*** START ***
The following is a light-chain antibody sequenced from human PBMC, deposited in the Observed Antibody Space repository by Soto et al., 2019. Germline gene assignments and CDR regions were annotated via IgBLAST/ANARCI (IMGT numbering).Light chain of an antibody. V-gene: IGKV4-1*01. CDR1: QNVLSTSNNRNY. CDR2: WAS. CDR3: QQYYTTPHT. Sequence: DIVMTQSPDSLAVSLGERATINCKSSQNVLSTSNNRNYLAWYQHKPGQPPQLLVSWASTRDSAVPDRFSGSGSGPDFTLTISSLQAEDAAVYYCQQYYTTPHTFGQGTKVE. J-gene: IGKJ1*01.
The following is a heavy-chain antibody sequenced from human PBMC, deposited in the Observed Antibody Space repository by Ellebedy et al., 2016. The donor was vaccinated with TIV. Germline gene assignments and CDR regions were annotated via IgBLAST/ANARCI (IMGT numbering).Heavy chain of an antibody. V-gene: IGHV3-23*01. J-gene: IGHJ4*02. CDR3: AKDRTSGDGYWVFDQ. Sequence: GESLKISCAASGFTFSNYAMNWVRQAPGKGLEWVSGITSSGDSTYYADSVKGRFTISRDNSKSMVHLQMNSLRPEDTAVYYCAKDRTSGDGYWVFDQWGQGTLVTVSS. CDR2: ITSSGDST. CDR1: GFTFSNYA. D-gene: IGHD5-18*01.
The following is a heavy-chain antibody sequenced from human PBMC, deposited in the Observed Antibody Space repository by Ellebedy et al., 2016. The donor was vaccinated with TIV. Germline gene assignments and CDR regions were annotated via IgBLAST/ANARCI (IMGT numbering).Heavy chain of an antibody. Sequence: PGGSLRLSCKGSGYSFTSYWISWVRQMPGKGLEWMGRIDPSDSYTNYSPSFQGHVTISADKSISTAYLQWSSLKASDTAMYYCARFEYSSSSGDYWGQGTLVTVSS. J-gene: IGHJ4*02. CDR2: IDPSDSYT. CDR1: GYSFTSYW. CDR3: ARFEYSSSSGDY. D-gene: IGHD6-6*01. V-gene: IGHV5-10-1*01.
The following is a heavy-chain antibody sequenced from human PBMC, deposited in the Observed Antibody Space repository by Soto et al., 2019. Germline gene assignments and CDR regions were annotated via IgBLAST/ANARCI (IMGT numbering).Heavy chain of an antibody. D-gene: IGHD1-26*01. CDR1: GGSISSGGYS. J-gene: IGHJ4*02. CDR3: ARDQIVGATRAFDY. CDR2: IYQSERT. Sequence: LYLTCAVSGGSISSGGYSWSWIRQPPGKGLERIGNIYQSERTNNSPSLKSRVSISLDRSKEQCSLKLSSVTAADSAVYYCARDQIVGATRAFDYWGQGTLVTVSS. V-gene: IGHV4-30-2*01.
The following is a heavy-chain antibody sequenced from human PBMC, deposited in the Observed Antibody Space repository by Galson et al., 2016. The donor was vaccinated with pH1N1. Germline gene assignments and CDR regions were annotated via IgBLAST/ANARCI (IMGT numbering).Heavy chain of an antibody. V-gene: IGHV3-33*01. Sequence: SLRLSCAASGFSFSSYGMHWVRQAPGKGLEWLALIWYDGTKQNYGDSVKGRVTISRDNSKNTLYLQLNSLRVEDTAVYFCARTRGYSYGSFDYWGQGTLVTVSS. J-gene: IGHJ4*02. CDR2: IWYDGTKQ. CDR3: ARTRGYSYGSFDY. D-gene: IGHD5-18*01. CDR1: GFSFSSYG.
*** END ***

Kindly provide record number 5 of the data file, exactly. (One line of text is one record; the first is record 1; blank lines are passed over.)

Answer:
The following is a heavy-chain antibody sequenced from human PBMC, deposited in the Observed Antibody Space repository by Galson et al., 2016. The donor was vaccinated with pH1N1. Germline gene assignments and CDR regions were annotated via IgBLAST/ANARCI (IMGT numbering).Heavy chain of an antibody. V-gene: IGHV3-33*01. Sequence: SLRLSCAASGFSFSSYGMHWVRQAPGKGLEWLALIWYDGTKQNYGDSVKGRVTISRDNSKNTLYLQLNSLRVEDTAVYFCARTRGYSYGSFDYWGQGTLVTVSS. J-gene: IGHJ4*02. CDR2: IWYDGTKQ. CDR3: ARTRGYSYGSFDY. D-gene: IGHD5-18*01. CDR1: GFSFSSYG.